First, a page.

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The Find: Khybar Afghan in Reseda

Afghanistan is mired in poverty. But its cuisine is rich and complex.

By Linda Burum

August 12, 2009

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"What about the kala pocha?" asks someone at our table at Khybar Afghan restaurant in Reseda. Our waiter, dressed in black track pants and a Nike soccer shirt, shakes his head. "You don't want that," he assures us. "It's for breakfast."

The soup, made with boiled lamb's head and feet and a few innards, would undeniably be an eye-opener.

But we decide instead on qabili palau, which our waiter tells everyone is " Afghanistan's most fabulous rice dish."

What else to get? The menu lists but doesn't describe the dishes offered (the regulars probably already know their favorites), but fortunately our waiter -- who we later discover is Khybar's owner, Mohammad Safdari -- gives detailed answers to even the most arcane cooking questions.

Which is a good thing, because, despite Afghanistan's present poverty, the country's cuisine is richly layered and complex, interweaving elements from its Persian, Indian and Chinese neighbors, who contributed centuries of culinary innovation via the Silk Road.

While we ponder our options, Safdari has his sole kitchen helper bring out samples of bulani to nibble. The tortilla-thin crispy flatbread, folded over a smear of sweet, slow-cooked onions and leeks, gets wolfed down before I can request the cilantro dipping sauce that usually comes with it.

Khybar is in a spartan storefront that Safdari has spiffed up with upholstered chairs and ornately framed replicas of European oil paintings, a contrast to the refrigerators filled with Snapple and soda that are also part of the decor.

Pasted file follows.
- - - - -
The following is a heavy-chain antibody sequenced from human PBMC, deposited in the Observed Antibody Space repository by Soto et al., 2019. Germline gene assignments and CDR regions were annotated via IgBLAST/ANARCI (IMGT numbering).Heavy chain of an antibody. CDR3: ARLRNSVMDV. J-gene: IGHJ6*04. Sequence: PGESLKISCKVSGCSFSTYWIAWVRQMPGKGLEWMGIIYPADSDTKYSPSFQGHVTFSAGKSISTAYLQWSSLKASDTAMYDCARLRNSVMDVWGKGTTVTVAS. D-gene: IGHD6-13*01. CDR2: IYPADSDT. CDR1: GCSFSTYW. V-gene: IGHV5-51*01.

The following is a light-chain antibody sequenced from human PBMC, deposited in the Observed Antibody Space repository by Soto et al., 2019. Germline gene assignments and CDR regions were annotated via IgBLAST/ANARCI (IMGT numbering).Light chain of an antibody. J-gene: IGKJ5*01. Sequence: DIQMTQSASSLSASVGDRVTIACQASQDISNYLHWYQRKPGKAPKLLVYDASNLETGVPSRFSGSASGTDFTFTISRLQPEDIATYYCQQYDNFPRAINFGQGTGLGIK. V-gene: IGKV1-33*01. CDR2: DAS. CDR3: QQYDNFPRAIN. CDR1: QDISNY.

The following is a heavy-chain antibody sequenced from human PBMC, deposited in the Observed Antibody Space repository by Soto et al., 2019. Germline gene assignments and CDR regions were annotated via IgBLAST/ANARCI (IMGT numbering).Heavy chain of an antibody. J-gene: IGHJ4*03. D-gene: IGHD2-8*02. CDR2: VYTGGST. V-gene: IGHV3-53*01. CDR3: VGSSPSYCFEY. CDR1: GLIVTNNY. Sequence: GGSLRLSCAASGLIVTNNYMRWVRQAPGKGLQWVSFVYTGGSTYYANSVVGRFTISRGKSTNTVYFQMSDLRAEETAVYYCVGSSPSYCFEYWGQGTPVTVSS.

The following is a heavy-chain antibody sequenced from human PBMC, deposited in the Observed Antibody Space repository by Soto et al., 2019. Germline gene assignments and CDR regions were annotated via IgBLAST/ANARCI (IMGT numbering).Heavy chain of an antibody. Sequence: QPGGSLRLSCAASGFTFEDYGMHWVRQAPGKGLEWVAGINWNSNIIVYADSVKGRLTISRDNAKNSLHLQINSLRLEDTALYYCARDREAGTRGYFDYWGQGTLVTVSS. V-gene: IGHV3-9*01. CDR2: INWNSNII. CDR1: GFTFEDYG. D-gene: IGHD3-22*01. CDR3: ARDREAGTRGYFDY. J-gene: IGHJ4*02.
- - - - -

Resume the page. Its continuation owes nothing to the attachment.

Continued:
The qabili palau arrives. Mounded majestically on an oval platter, the heap of mahogany-colored basmati rice, stained with meat juice and great quantities of cardamom, hides tender chunks of braised young beef (rather than the lamb often used). Bright swirls of candied carrot shreds and plump cooked raisins lend color and a heady perfume. The creation recalls an Indian biryani or a Persian polo, yet it's distinctly a dish apart.

A full table

Soon our plastic-lace tablecloth is piled with kebabs and a rainbow of subtly spiced vegetable preparations: luscious long-braised eggplant, whose caramelized sweetness is balanced with tart, creamy yogurt sauce; potatoes sauteed with loads of garlic, onion and cilantro; dol chalau, yellow lentils cooked down to a creamy puree and enlivened with garam masala-like spices; and sabzi chalau, a dish of long-simmered spinach and onions studded with beef chunks. Heaps of snowy basmati rice accompany everything.

Rice, the soul of Afghan meals, is made in several distinct styles. When prepared simply and served on the side it is called chalau (rhymes with "allow" and known in neighboring Iran as chelo). In more complex dishes, steamed together with fragrant spiced meat or vegetable stews, it is pilau.

Yet another category, based on sticky rice rather than basmati, includes shoala gushti -- stewed with bits of meat, garbanzos, dill and a subtle splash of chile. Homely looking though it is, the combination has an elusive yet delicious flavor.

Many layers

Dumplings, the must-have item in any Afghan restaurant, include manti, beef-and-scallion-filled crescents similar to Chinese jaozi or Korean mandu.

But instead of the East Asian soy-vinegar dip, these dumplings rest under layer after layer of sauces and garnishes: The first sauce, ground beef suffused with spices and a hefty dose of garlic, is drizzled with a tart yogurt sauce that cuts through the richness of the meat.

Next comes a light sprinkling of diced vegetables and finally a scattering of crushed herbs.

Aushak, flatter silken-skinned, chive-filled dumplings, are sauced in the same elaborate way, giving the whole dish a resemblance to lasagna.

With the Indian-esque spice combinations, the Central Asian kebabs and rice, and the Asian-influenced dumplings, you get a taste of how Afghanistan acquired its nickname " Crossroads of Asia."

The phrase could also describe Khybar's mash-up of a neighborhood. There's a Korean supermarket in one direction, a tofu-making operation in the other and a multitude of Persian and Indian food shops and eateries close by.

It's definitely a place where lamb soup for breakfast wouldn't seem the least bit unusual.

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